Global Animal Partnership debuted in 2005 as Whole Foods Markets own in-house product certification scheme, restructured as a separate organization in 2008 to attract other corporate participants.
Aware that the role of a retail meat marketer as incubator for Global Animal Partnership might compromise perceptions of GAP, Mackey and Pacelle, a longtime GAP board member, recruited an all-star cast of animal welfare advocates to serve on the GAP board, balanced by an almost equal number of people associated with Whole Foods and Whole Foods suppliers.
None of this, however, quelled criticisms voiced almost continuously ever since that the Global Animal Partnership five-step accreditation system sets the minimum standards for GAP accreditation so low that almost any producer meeting the requirements of the industry
certification systems can gain the GAP imprimatur.
Once admitted to the GAP program at Step One or Step Two, no mechanism requires
producers to make improvements to rise to the higher levels of animal welfare required by
Certified Humane and Animal Welfare Approved.
“Recognition for minimal standards”
In theory, GAP enables consumers to vote for higher animal welfare by paying higher prices
for animal products certified at the higher steps. There seems to be little evidence, though, that consumers actually distinguish among the five steps when shopping for animal products: one level of certification may be perceived as just as good as another.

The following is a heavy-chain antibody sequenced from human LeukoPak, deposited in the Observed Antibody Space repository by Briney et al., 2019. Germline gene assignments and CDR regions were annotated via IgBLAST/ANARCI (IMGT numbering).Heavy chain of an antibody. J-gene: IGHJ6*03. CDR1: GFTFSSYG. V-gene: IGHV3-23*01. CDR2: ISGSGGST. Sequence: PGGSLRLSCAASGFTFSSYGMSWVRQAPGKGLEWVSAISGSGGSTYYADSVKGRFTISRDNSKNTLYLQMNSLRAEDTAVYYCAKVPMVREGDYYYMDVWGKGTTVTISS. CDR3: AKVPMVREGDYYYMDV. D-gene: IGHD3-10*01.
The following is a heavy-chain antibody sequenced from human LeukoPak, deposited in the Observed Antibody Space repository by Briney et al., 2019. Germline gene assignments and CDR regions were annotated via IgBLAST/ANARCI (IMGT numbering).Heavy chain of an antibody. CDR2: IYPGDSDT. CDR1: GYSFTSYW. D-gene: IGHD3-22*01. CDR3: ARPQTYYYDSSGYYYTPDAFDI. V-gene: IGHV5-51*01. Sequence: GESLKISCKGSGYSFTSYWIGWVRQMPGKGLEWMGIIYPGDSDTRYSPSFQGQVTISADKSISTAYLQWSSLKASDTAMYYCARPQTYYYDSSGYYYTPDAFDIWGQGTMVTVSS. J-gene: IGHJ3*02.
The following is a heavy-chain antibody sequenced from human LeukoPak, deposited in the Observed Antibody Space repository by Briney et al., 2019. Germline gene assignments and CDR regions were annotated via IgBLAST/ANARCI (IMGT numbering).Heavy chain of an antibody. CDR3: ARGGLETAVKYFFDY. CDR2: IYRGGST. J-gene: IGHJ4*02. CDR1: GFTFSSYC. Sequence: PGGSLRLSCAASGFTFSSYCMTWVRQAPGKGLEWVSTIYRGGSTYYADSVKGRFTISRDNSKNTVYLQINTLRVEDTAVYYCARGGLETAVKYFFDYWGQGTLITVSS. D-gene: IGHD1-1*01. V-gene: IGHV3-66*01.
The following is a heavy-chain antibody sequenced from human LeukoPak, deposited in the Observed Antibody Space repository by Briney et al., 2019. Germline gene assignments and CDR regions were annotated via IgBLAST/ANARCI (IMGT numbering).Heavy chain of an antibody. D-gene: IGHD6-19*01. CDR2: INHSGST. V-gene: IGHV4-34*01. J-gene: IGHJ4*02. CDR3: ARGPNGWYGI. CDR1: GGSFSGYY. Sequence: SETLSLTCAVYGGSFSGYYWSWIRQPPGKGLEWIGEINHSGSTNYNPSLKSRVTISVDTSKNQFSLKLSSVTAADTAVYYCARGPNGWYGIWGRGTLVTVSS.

Warned Animal Welfare Institute president Cathy Liss in January 2011, “Little will be accomplished if GAP standards remain low, consumers shop at the bottom of the scale, and producers fail to move up.”
Agreed Adele Douglass, “GAP is giving industrial-type operations recognition for minimal standards which in some cases provide no benefit to the animals––and, through GAP, these factory operations are securing humane community endorsement too!”
The turnabouts by Farm Forward and the Humane Society of the U.S. suggest that may be changing, somewhat.
On the other hand, while Pacelle is no longer on the Global Animal Partnership board, John Mackey is on the board of the Animal Wellness Foundation, headed by Pacelle since soon after his ouster from HSUS.
The seat on the Global Animal Partnership board formerly occupied by Pacelle is now held by American SPCA president Matt Bershadker.
Bershadker, like Pacelle, is better known for his fundraising success than for his allegiance to animal welfare standards as ANIMALS 24-7 and probably most of our readership recognize them.
The ASPCA web site now offers a 17-page download promoting Global Animal Partnership.
(See Why did the ASPCA pres get $852,231, while we got $9.70 an hour? and Rescued dogs overheat––and pigs & chickens, as humane oversight fails.)
Meanwhile, one Global Animal Partnership verity is that not even one non-human animal––not even one chicken, pig, cow, duck, goat, fish, or even spineless parasite––is in truth a self-aware and willing participant in any “partnership” that sends the animals to slaughter.
Irene Muschel says
What a positive difference there would be for animals, people’s health, and the environment if all the groups pushing so called ‘humane’ improvements instead used their wealth, time, and energy to promote veganism. The standards these groups promote are not enforced and can never have adequate enforcement. Their meaningless labels do not prevent huge suffering and death for every single one of the animals brutalized and killed in animal agriculture. What these labels primarily do is enable people to support cruelty to animals while still feeling virtuous and also enable animal agriculture to remain